Much as I would like to pay a visit to Victorian London, I fear my acute olfactory sense would send me scurrying back to the 21st century. Fortunately, in The Victorian City Judith Flanders has allowed me to experience the sights, sounds and dubious smells of the heaving metropolis without leaving my armchair.
During the nineteenth century London’s population doubled, exacerbating the problems of poverty and squalor that have become so emblematic of the age. While Charles Dickens is famed for his literary imagination, he was also a keen observer of the life that teemed all around him. He thought nothing of walking 30 miles per day (and often by night), and during these excursions would chronicle tiny details of the era that has come to be named after him. As Flanders points out, “in Dickens’ own time, the way people lived was not Dickensian, merely life,” and it was a hard life. Young watercress-sellers would tramp the streets for hours on end, just to earn a few pence – hopefully enough to buy them a hot potato or some whelks on the way home. Pie-sellers also scratched out a meagre leaving, their margins eaten away by the Corn Laws. To the delight of small boys, however, they would always toss a coin: if the customer won, he got the pie for free.
Those with better-paid work could afford to take the omnibus, but that was precarious mode of transport. In the 1840s, buses were equipped with straps that ran along the roof and were attached with hooks to the drivers’ arms. When passengers wanted to alight on the left-hand side of the road, they pulled the left strap, and vice versa, with inevitable results. While a coach might guarantee more control over the final destination, it was not conducive to conversation. As Flanders observes, the noise would have been deafening – what with the horse’s hooves, the wheels, and the general throng – and Dickens’ characters would often ask the driver to stop so that they might hear one another speak.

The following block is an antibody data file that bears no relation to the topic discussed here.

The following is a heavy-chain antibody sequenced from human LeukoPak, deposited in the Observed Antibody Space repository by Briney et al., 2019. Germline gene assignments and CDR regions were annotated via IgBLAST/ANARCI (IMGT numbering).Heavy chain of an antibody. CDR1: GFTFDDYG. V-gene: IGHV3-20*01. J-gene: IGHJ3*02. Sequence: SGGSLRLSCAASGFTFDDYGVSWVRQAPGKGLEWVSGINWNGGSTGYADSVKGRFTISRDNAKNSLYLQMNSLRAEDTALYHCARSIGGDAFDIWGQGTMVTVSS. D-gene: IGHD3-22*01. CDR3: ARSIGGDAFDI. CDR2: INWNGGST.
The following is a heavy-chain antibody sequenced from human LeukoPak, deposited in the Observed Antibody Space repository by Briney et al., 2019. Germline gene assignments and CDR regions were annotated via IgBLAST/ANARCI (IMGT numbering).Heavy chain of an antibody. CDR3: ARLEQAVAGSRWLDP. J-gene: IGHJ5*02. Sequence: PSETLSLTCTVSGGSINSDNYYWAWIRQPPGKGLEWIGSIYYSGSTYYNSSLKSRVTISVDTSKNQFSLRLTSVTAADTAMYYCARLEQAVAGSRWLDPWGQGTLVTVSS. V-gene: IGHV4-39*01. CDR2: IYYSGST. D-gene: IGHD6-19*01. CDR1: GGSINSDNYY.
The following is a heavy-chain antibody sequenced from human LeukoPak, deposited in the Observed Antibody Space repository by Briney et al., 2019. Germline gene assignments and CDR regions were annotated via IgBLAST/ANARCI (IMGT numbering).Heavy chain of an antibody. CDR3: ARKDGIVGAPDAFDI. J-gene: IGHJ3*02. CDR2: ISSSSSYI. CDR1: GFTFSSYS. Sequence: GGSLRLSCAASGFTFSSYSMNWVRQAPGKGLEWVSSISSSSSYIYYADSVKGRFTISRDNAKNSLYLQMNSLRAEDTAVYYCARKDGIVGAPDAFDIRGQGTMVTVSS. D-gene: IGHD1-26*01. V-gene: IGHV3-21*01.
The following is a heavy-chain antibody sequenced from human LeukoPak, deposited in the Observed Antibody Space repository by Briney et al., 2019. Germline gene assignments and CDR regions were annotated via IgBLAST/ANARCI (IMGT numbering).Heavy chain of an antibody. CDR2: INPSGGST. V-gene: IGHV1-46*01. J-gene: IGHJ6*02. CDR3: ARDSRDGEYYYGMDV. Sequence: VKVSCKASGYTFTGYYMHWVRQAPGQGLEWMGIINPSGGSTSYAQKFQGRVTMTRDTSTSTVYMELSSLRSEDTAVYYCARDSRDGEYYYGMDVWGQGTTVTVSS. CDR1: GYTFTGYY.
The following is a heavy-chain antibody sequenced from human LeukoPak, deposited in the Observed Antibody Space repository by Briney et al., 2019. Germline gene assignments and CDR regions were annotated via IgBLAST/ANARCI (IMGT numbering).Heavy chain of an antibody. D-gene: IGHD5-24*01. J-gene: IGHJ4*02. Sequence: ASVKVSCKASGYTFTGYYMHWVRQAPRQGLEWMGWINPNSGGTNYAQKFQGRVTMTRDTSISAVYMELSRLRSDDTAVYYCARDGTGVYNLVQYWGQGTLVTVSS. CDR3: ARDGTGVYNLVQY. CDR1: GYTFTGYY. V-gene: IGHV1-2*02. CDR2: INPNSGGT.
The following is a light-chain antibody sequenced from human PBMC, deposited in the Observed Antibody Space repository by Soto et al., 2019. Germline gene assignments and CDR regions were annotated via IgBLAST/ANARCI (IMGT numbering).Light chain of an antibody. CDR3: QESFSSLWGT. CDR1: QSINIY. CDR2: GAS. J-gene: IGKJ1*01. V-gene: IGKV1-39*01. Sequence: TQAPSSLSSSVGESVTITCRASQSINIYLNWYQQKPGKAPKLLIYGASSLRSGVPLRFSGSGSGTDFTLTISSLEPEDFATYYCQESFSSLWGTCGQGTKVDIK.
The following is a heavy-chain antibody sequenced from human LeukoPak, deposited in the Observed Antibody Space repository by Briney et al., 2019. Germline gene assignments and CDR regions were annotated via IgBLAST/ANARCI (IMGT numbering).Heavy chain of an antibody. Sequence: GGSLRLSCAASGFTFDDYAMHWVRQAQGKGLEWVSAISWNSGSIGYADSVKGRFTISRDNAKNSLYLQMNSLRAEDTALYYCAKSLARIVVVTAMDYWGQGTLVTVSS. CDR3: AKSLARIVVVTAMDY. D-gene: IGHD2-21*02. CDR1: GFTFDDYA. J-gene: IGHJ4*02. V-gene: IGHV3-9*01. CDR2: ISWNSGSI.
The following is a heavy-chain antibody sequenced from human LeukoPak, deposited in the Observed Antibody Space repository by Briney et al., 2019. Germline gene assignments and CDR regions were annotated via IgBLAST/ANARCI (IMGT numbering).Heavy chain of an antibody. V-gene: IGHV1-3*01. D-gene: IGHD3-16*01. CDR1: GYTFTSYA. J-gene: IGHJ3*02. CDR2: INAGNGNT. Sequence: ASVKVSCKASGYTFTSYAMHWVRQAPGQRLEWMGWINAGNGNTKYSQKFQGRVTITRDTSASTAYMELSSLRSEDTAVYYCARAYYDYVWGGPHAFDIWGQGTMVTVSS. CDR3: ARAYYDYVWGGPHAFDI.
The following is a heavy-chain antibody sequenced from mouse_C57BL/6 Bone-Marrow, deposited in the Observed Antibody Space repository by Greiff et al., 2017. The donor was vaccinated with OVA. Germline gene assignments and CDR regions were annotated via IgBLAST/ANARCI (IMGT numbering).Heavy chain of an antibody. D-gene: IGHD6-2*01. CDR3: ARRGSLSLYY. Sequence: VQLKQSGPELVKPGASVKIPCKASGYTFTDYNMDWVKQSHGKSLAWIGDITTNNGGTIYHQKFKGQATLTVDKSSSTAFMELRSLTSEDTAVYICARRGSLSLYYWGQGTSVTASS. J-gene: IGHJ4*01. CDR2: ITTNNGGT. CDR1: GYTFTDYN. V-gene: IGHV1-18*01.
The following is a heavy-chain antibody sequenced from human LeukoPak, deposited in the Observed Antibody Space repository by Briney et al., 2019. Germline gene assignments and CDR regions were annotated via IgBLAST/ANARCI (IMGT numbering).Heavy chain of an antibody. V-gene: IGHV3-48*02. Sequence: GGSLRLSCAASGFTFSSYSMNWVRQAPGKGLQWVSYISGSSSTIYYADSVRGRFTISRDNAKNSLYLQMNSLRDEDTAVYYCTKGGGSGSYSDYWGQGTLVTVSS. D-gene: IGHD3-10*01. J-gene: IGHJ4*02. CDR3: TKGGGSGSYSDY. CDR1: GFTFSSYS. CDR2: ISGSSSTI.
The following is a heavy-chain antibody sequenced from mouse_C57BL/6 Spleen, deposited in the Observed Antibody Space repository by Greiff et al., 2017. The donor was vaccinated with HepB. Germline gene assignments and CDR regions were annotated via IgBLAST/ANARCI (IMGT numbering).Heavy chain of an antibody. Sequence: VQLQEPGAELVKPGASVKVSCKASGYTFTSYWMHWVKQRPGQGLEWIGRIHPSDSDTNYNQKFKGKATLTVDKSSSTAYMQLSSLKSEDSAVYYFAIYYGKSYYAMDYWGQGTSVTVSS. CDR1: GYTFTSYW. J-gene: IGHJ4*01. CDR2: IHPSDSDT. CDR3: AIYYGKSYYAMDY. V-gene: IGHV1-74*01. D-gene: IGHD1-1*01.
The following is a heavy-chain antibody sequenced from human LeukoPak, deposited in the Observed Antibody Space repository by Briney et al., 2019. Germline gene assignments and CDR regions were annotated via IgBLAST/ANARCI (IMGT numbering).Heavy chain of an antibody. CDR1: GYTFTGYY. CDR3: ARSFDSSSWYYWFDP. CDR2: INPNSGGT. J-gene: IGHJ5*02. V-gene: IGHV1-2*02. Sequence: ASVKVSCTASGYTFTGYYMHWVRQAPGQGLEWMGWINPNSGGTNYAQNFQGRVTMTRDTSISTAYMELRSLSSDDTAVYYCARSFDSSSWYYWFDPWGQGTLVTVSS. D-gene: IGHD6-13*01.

Although Dickens is central to the narrative, Flanders deftly handles a variety of voices, including George Augustus Sala, Arthur Munby, and even ‘Walter’, the pseudonymous author of the eleven-volume erotic memoir My Secret Life. What emerges from the cacophony of Victorian London is a clear and captivating evocation of what it must have been like to live in this extraordinary age. The detail is meticulous but never ponderous, and nothing fails to fascinate. The Mayhew-style vignettes of people and places are punctuated by insights into key events that encapsulate London life: the Berners Street Hoax, the Tooley Street Fire, the Regent’s Park Skating Disaster, and the funeral of the Duke of Wellington.
Fellow Victorianists will delight in the wealth of information this book contains and Flanders is a perfect tour guide for the Victorian City: insightful, intrepid, witty and engaging.
The Victorian City: Everyday Life in Dickens’ London is available in hardback and Kindle editions. I am reliably informed that Primrose Hill Books will send copies with personalised dedications anywhere in the world.
Out now: The Meanings of Home in Elizabeth Gaskell's Fiction, a beautifully written study of this Victorian author's novels.